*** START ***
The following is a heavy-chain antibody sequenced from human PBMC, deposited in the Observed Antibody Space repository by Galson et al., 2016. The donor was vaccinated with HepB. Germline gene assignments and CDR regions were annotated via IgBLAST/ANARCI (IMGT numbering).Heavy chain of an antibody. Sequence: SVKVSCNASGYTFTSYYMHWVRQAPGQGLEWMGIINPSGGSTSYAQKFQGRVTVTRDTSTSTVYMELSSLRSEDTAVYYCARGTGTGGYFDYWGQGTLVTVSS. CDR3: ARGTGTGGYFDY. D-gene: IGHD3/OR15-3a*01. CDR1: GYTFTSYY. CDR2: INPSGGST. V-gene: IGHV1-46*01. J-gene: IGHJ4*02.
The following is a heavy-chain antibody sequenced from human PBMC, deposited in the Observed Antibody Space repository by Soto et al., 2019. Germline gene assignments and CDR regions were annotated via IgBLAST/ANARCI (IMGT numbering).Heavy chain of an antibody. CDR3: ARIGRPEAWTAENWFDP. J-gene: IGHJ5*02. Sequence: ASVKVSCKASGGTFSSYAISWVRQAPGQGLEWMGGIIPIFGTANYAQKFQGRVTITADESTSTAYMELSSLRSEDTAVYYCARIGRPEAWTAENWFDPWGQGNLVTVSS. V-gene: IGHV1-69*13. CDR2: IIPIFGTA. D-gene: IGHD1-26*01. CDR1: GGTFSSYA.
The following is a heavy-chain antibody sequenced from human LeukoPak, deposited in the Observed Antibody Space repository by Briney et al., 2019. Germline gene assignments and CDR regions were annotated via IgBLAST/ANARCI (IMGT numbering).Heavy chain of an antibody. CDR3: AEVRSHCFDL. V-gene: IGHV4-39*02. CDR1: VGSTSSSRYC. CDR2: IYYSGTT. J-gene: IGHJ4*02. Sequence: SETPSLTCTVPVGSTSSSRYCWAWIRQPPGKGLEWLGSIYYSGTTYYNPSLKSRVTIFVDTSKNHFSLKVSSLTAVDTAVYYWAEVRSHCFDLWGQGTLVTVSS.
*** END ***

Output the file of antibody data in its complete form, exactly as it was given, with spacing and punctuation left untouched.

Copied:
The following is a heavy-chain antibody sequenced from human PBMC, deposited in the Observed Antibody Space repository by Galson et al., 2016. The donor was vaccinated with HepB. Germline gene assignments and CDR regions were annotated via IgBLAST/ANARCI (IMGT numbering).Heavy chain of an antibody. Sequence: SVKVSCNASGYTFTSYYMHWVRQAPGQGLEWMGIINPSGGSTSYAQKFQGRVTVTRDTSTSTVYMELSSLRSEDTAVYYCARGTGTGGYFDYWGQGTLVTVSS. CDR3: ARGTGTGGYFDY. D-gene: IGHD3/OR15-3a*01. CDR1: GYTFTSYY. CDR2: INPSGGST. V-gene: IGHV1-46*01. J-gene: IGHJ4*02.
The following is a heavy-chain antibody sequenced from human PBMC, deposited in the Observed Antibody Space repository by Soto et al., 2019. Germline gene assignments and CDR regions were annotated via IgBLAST/ANARCI (IMGT numbering).Heavy chain of an antibody. CDR3: ARIGRPEAWTAENWFDP. J-gene: IGHJ5*02. Sequence: ASVKVSCKASGGTFSSYAISWVRQAPGQGLEWMGGIIPIFGTANYAQKFQGRVTITADESTSTAYMELSSLRSEDTAVYYCARIGRPEAWTAENWFDPWGQGNLVTVSS. V-gene: IGHV1-69*13. CDR2: IIPIFGTA. D-gene: IGHD1-26*01. CDR1: GGTFSSYA.
The following is a heavy-chain antibody sequenced from human LeukoPak, deposited in the Observed Antibody Space repository by Briney et al., 2019. Germline gene assignments and CDR regions were annotated via IgBLAST/ANARCI (IMGT numbering).Heavy chain of an antibody. CDR3: AEVRSHCFDL. V-gene: IGHV4-39*02. CDR1: VGSTSSSRYC. CDR2: IYYSGTT. J-gene: IGHJ4*02. Sequence: SETPSLTCTVPVGSTSSSRYCWAWIRQPPGKGLEWLGSIYYSGTTYYNPSLKSRVTIFVDTSKNHFSLKVSSLTAVDTAVYYWAEVRSHCFDLWGQGTLVTVSS.